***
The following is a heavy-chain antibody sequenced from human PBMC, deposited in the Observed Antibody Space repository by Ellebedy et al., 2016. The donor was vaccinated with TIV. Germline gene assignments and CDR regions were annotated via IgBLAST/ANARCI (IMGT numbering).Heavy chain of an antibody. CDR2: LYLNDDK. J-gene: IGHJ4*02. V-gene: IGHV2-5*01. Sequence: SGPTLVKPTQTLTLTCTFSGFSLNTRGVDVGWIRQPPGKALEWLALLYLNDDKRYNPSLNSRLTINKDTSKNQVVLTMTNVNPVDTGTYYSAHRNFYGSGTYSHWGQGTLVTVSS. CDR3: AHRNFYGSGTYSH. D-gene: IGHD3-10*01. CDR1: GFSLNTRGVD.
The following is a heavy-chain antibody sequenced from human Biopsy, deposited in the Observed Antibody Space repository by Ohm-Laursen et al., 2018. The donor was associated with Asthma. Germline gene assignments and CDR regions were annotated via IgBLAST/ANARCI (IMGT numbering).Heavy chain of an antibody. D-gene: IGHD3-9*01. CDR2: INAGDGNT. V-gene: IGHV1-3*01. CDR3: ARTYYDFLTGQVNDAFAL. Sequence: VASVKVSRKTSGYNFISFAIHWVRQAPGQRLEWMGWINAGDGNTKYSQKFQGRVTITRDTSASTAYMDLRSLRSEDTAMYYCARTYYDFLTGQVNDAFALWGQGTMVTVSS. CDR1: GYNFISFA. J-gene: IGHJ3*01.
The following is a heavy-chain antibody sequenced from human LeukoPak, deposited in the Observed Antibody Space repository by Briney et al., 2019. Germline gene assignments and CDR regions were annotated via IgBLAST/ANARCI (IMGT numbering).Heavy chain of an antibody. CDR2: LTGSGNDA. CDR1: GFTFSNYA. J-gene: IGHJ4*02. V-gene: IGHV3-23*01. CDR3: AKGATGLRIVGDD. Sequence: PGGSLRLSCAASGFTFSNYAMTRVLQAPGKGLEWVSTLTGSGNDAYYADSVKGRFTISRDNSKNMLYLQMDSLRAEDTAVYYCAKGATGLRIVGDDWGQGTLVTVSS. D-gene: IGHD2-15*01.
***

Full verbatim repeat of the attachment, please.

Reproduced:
The following is a heavy-chain antibody sequenced from human PBMC, deposited in the Observed Antibody Space repository by Ellebedy et al., 2016. The donor was vaccinated with TIV. Germline gene assignments and CDR regions were annotated via IgBLAST/ANARCI (IMGT numbering).Heavy chain of an antibody. CDR2: LYLNDDK. J-gene: IGHJ4*02. V-gene: IGHV2-5*01. Sequence: SGPTLVKPTQTLTLTCTFSGFSLNTRGVDVGWIRQPPGKALEWLALLYLNDDKRYNPSLNSRLTINKDTSKNQVVLTMTNVNPVDTGTYYSAHRNFYGSGTYSHWGQGTLVTVSS. CDR3: AHRNFYGSGTYSH. D-gene: IGHD3-10*01. CDR1: GFSLNTRGVD.
The following is a heavy-chain antibody sequenced from human Biopsy, deposited in the Observed Antibody Space repository by Ohm-Laursen et al., 2018. The donor was associated with Asthma. Germline gene assignments and CDR regions were annotated via IgBLAST/ANARCI (IMGT numbering).Heavy chain of an antibody. D-gene: IGHD3-9*01. CDR2: INAGDGNT. V-gene: IGHV1-3*01. CDR3: ARTYYDFLTGQVNDAFAL. Sequence: VASVKVSRKTSGYNFISFAIHWVRQAPGQRLEWMGWINAGDGNTKYSQKFQGRVTITRDTSASTAYMDLRSLRSEDTAMYYCARTYYDFLTGQVNDAFALWGQGTMVTVSS. CDR1: GYNFISFA. J-gene: IGHJ3*01.
The following is a heavy-chain antibody sequenced from human LeukoPak, deposited in the Observed Antibody Space repository by Briney et al., 2019. Germline gene assignments and CDR regions were annotated via IgBLAST/ANARCI (IMGT numbering).Heavy chain of an antibody. CDR2: LTGSGNDA. CDR1: GFTFSNYA. J-gene: IGHJ4*02. V-gene: IGHV3-23*01. CDR3: AKGATGLRIVGDD. Sequence: PGGSLRLSCAASGFTFSNYAMTRVLQAPGKGLEWVSTLTGSGNDAYYADSVKGRFTISRDNSKNMLYLQMDSLRAEDTAVYYCAKGATGLRIVGDDWGQGTLVTVSS. D-gene: IGHD2-15*01.